The Definitive Vocabulary List on Politics in Spanish
Over the last 6 months I have been discussing politics in Spanish on a daily basis and I am currently living in Portugal! Why? To be more specific, I am teaching in Madeira, a Portuguese island with a strong relation to Venezuela. Many years ago, a large group of people emigrated to Venezuela from this island, and now they’re slowly returning. For this reason, there’s a huge Spanish-speaking community here.
Every time I ask for an Uber, it turns out that my driver speaks Spanish. It’s enough to ask ¿Y cómo está Venezuela ahora? (And how is Venezuela now?) to provoke an interesting conversation about politics in Venezuela and Portugal.
Politics is a great conversational topic. In this article, I’ll explain why I think politics are essential for good conversations and I’ll provide you with an extensive vocabulary list on politics in Spanish.
At the end, you can check your understanding and see how much you really know about the current political situations in Spanish-speaking countries.
Why Should We Talk About Politics?
I remember my parents used to say that we should never discuss politics or religion at the dinner table. Of course, it never worked out that way. Every family meeting eventually presented an opportunity for us to practice civil disagreement—and sometimes, it wasn’t so “civil” afterall.
Growing up, I found this rule of avoiding politics to be unnecessary and void of purpose. Why stay quiet on topics that fuel us with passion and curiosity? Let’s end this taboo on political discourse and learn some vocabulary to talk about topics that affect every single person worldwide.
Travelling to Spanish countries gives you the opportunity to meet people living in political systems that are often quite different from yours.
With an open mind and a sense of curiosity, do your best to encourage yourself to talk about politics in Spanish.
Luckily, people are usually eager to engage in discussions about political topics and when you ask ¿y cómo van las cosas en el país? (And how are things going in the country?) people will start talking about all types of political issues.
This blog post will help you be prepared to understand and add your insight.
How to Learn About Politics in Spanish
I’ve heard people admitting to having learned Spanish from films, series, and songs but not so often from news.
News programs are great for learning languages. Presenters tend to use correct language, without too many informal expressions. They’re also not too formal since they aim to appeal to a general audience. You’re unlikely to learn expressions that will turn a discussion in politics in Spanish with your friends into an awkward situation.
So, where can you get your Spanish news?
I highly recommend watching television as a way to access the news. Living in the 21st century gives us opportunities to watch direct TV news from almost everywhere. If you live in the US, you’ll have no problem finding channels with politics in Spanish. Try out RTVE.es, which lets you follow daily news content 24/7.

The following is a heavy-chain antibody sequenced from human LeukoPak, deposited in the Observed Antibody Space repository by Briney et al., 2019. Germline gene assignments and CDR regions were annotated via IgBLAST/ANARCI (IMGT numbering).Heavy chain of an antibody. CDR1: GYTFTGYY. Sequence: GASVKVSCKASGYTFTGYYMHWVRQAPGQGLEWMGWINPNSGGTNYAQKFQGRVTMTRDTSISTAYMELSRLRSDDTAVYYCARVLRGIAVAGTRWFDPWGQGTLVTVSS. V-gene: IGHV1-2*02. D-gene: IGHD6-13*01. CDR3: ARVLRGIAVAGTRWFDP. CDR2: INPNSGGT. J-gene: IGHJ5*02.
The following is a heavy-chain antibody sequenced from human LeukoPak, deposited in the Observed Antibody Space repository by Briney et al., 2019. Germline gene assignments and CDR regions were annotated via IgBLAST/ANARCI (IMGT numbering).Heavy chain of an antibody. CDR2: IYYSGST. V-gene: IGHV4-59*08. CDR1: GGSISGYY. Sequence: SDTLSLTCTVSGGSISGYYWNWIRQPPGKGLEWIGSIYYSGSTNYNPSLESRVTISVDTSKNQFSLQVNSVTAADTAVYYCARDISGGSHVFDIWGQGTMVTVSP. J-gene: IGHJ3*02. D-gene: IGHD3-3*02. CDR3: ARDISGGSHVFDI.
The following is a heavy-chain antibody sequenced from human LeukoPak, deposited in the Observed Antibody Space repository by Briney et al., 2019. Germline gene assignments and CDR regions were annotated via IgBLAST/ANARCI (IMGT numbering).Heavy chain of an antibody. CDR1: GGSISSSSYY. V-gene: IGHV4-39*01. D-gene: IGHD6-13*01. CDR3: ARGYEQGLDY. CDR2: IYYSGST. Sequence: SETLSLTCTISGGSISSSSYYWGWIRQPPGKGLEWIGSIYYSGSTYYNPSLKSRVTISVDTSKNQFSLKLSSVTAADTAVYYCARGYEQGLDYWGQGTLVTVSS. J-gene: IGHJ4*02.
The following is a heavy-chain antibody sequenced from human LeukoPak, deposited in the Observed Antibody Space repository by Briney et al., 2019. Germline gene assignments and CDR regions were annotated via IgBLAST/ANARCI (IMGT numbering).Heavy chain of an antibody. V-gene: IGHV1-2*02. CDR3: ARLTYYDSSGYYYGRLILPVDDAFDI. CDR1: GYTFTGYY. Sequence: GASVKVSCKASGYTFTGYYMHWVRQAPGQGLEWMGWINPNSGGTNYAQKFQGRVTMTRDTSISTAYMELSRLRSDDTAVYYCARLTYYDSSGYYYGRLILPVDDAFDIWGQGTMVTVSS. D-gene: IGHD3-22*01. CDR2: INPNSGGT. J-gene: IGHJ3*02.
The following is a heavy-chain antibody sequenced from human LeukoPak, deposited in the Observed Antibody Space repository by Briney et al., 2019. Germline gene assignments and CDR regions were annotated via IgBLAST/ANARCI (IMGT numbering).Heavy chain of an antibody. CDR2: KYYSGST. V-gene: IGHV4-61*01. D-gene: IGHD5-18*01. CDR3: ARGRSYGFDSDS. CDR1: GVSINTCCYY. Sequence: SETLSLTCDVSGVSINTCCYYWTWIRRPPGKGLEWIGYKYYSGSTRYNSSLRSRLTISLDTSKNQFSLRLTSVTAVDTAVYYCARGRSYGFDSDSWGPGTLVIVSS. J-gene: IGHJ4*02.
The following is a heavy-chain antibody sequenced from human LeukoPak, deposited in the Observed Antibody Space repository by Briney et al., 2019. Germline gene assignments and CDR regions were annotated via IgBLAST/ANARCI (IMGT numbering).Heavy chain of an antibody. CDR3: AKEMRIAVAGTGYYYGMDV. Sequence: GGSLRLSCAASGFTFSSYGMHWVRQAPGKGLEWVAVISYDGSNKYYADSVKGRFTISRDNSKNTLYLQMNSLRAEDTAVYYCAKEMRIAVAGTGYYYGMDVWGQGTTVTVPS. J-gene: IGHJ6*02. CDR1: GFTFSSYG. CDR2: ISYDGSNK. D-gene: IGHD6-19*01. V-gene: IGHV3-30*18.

Listening to audio without images is a powerful way to train your ear, and it lets you listen to programs about politics in Spanish while doing other things around the house. Radio does not demand as much attention as TV and it’s a great source of vocabulary and common expressions.
I like listening to Union Radio in Caracas, Venezuela to stay up to date on the volatile political situation there.
I tend to start my day over a cup of coffee while reading the news online. I lived in Mexico for more than 10 years and El Universal was my first choice of news. However, any periódico (“newspaper”) from any Spanish-speaking country will do, and switching between them will strengthen your vocabulary while it broadens your global political awareness.
Podcasts give you access to learning Spanish “on-the-go,” which provide you with impactful audio exposure wherever you are, no matter what you’re doing. El primer café, a 20-minute news podcast from Argentina, will provide you with many potential topics for your discussions about politics in Spanish. If you’re especially keen on podcasts, read 5 Spanish News Podcasts You Don’t Want to Miss to get more ideas.
Twitter is simple, engaging, and highly valuable as a source to practice the art of speaking about politics in Spanish. You can follow hashtags #politicsinspanish where you’ll experience all sorts of political realms or you can follow a tweeter who focuses their channel on talking about politics in Spanish. For example, CNN en Español is a good one to start with.
Cognates about Politics in Spanish
You’ll be happy to know that there are many true cognates to use while talking about politics in Spanish. For those who need a refresher—cognates are words that are spelled similarly or sound similarly in two languages, such as English and Spanish. Relying on cognates allows you to take a break from trying to memorize all of the new vocabulary in your target language.
Let’s have a look at this list of cognates about politics in Spanish. Pepper in your Spanish accent and impress your native speaking friends.